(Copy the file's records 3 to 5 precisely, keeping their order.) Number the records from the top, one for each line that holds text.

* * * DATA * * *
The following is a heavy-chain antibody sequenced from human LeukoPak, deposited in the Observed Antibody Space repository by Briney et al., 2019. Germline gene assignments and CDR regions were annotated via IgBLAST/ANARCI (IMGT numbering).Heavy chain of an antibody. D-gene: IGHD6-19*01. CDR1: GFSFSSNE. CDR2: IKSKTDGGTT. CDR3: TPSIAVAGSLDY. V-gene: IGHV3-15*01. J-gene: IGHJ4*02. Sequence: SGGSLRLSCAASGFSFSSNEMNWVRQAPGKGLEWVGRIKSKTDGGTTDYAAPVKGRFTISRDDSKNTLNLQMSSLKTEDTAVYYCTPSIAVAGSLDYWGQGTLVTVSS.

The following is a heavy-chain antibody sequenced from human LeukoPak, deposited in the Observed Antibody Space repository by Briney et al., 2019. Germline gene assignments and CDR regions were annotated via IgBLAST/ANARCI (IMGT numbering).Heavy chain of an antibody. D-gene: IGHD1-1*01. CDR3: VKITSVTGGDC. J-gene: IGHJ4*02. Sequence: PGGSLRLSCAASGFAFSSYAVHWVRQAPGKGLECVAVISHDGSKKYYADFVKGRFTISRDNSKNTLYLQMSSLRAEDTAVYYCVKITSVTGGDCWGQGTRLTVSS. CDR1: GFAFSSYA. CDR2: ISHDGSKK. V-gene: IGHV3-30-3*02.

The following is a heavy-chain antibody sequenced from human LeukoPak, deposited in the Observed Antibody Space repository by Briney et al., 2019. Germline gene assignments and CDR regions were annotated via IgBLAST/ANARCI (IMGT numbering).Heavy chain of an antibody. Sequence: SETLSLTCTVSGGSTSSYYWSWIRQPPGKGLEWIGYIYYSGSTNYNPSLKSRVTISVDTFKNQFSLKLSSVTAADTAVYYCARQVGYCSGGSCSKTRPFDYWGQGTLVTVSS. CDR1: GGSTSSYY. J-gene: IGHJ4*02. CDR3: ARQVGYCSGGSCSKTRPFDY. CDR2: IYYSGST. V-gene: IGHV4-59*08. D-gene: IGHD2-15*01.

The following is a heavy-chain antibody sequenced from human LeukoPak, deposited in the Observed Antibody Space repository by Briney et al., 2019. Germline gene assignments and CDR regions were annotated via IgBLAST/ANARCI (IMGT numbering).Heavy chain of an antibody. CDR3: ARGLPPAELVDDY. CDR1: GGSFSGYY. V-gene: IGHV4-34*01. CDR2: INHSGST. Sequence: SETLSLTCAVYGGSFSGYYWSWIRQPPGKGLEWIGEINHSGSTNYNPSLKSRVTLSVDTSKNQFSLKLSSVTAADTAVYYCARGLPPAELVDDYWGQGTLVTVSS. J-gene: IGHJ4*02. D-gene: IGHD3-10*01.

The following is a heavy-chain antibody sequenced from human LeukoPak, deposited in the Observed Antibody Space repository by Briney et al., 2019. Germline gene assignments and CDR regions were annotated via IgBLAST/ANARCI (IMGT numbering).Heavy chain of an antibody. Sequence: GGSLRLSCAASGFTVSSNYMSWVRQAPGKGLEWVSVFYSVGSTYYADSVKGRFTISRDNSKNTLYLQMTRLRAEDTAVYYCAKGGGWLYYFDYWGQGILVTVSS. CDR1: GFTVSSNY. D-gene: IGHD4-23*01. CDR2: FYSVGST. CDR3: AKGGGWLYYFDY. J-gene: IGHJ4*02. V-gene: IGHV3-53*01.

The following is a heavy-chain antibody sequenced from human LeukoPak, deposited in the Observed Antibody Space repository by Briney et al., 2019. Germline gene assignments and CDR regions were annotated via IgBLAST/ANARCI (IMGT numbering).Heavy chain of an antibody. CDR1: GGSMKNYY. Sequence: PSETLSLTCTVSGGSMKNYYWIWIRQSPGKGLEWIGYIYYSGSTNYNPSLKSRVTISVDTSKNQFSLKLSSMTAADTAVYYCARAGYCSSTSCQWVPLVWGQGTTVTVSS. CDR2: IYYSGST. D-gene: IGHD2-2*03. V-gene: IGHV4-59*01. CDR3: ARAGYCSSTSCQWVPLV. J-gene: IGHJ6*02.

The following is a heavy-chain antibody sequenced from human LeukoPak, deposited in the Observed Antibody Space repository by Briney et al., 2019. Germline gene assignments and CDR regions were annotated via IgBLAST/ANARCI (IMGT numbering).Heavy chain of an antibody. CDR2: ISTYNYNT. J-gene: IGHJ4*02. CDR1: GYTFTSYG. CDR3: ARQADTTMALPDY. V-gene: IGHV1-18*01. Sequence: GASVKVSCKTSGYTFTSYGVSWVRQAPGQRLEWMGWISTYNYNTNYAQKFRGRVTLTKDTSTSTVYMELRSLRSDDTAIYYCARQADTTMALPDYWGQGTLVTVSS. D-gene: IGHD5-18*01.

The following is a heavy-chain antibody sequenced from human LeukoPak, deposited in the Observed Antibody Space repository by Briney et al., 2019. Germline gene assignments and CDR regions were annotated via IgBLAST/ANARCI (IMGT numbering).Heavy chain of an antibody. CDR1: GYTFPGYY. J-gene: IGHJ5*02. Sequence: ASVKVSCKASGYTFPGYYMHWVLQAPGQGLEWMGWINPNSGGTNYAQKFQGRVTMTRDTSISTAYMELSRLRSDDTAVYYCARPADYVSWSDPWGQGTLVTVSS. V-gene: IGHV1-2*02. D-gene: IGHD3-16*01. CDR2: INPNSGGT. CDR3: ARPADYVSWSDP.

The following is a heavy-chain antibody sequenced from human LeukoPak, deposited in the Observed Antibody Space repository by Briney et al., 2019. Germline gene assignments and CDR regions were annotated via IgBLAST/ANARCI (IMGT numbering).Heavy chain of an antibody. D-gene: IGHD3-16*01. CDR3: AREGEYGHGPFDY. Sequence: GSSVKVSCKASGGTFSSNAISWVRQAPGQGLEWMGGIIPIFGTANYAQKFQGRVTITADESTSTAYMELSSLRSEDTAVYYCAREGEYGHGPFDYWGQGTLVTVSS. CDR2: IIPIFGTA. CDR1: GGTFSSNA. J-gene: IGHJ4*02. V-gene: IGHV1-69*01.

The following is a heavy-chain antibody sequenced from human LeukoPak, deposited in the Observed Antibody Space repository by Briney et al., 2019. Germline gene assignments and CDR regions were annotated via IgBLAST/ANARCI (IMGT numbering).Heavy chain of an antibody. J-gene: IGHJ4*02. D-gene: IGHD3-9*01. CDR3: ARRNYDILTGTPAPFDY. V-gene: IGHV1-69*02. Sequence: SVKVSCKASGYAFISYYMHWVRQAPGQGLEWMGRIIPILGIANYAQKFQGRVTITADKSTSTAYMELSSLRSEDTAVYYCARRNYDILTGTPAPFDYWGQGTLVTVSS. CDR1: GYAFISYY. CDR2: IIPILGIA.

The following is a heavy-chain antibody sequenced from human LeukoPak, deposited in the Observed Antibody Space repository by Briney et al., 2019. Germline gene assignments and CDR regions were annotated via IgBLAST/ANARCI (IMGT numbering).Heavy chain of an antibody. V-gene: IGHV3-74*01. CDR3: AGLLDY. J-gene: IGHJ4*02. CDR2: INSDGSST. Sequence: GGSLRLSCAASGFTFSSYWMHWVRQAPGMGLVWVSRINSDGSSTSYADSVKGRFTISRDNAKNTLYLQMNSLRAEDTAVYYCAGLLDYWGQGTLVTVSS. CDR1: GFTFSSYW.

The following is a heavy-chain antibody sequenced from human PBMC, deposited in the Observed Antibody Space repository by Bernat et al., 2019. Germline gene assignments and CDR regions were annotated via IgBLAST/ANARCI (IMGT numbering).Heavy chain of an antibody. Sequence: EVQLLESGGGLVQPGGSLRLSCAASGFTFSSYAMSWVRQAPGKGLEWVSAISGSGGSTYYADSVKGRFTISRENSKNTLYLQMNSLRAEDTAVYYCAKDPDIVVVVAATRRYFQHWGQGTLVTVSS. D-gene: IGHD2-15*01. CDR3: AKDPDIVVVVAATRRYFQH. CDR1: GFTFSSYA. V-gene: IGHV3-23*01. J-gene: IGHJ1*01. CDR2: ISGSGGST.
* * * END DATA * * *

The following is a heavy-chain antibody sequenced from human LeukoPak, deposited in the Observed Antibody Space repository by Briney et al., 2019. Germline gene assignments and CDR regions were annotated via IgBLAST/ANARCI (IMGT numbering).Heavy chain of an antibody. Sequence: SETLSLTCTVSGGSTSSYYWSWIRQPPGKGLEWIGYIYYSGSTNYNPSLKSRVTISVDTFKNQFSLKLSSVTAADTAVYYCARQVGYCSGGSCSKTRPFDYWGQGTLVTVSS. CDR1: GGSTSSYY. J-gene: IGHJ4*02. CDR3: ARQVGYCSGGSCSKTRPFDY. CDR2: IYYSGST. V-gene: IGHV4-59*08. D-gene: IGHD2-15*01.

The following is a heavy-chain antibody sequenced from human LeukoPak, deposited in the Observed Antibody Space repository by Briney et al., 2019. Germline gene assignments and CDR regions were annotated via IgBLAST/ANARCI (IMGT numbering).Heavy chain of an antibody. CDR3: ARGLPPAELVDDY. CDR1: GGSFSGYY. V-gene: IGHV4-34*01. CDR2: INHSGST. Sequence: SETLSLTCAVYGGSFSGYYWSWIRQPPGKGLEWIGEINHSGSTNYNPSLKSRVTLSVDTSKNQFSLKLSSVTAADTAVYYCARGLPPAELVDDYWGQGTLVTVSS. J-gene: IGHJ4*02. D-gene: IGHD3-10*01.

The following is a heavy-chain antibody sequenced from human LeukoPak, deposited in the Observed Antibody Space repository by Briney et al., 2019. Germline gene assignments and CDR regions were annotated via IgBLAST/ANARCI (IMGT numbering).Heavy chain of an antibody. Sequence: GGSLRLSCAASGFTVSSNYMSWVRQAPGKGLEWVSVFYSVGSTYYADSVKGRFTISRDNSKNTLYLQMTRLRAEDTAVYYCAKGGGWLYYFDYWGQGILVTVSS. CDR1: GFTVSSNY. D-gene: IGHD4-23*01. CDR2: FYSVGST. CDR3: AKGGGWLYYFDY. J-gene: IGHJ4*02. V-gene: IGHV3-53*01.